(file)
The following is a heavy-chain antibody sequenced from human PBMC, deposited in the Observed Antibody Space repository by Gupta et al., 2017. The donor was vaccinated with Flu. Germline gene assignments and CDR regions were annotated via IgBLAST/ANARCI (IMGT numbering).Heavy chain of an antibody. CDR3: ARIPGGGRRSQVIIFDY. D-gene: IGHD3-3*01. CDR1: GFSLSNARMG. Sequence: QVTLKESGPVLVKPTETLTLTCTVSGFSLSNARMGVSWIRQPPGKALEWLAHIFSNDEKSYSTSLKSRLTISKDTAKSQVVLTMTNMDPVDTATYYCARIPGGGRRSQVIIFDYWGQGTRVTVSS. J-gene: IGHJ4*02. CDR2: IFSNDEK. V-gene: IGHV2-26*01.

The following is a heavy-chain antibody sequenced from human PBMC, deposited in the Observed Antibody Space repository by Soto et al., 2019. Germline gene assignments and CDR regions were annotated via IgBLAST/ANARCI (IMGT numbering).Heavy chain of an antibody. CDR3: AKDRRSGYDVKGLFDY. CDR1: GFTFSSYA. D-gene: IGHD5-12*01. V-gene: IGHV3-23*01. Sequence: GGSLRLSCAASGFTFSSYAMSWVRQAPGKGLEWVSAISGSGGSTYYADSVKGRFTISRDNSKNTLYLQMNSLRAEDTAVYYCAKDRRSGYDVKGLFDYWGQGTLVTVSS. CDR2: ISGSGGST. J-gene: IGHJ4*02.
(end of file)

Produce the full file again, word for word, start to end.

The following is a heavy-chain antibody sequenced from human PBMC, deposited in the Observed Antibody Space repository by Gupta et al., 2017. The donor was vaccinated with Flu. Germline gene assignments and CDR regions were annotated via IgBLAST/ANARCI (IMGT numbering).Heavy chain of an antibody. CDR3: ARIPGGGRRSQVIIFDY. D-gene: IGHD3-3*01. CDR1: GFSLSNARMG. Sequence: QVTLKESGPVLVKPTETLTLTCTVSGFSLSNARMGVSWIRQPPGKALEWLAHIFSNDEKSYSTSLKSRLTISKDTAKSQVVLTMTNMDPVDTATYYCARIPGGGRRSQVIIFDYWGQGTRVTVSS. J-gene: IGHJ4*02. CDR2: IFSNDEK. V-gene: IGHV2-26*01.

The following is a heavy-chain antibody sequenced from human PBMC, deposited in the Observed Antibody Space repository by Soto et al., 2019. Germline gene assignments and CDR regions were annotated via IgBLAST/ANARCI (IMGT numbering).Heavy chain of an antibody. CDR3: AKDRRSGYDVKGLFDY. CDR1: GFTFSSYA. D-gene: IGHD5-12*01. V-gene: IGHV3-23*01. Sequence: GGSLRLSCAASGFTFSSYAMSWVRQAPGKGLEWVSAISGSGGSTYYADSVKGRFTISRDNSKNTLYLQMNSLRAEDTAVYYCAKDRRSGYDVKGLFDYWGQGTLVTVSS. CDR2: ISGSGGST. J-gene: IGHJ4*02.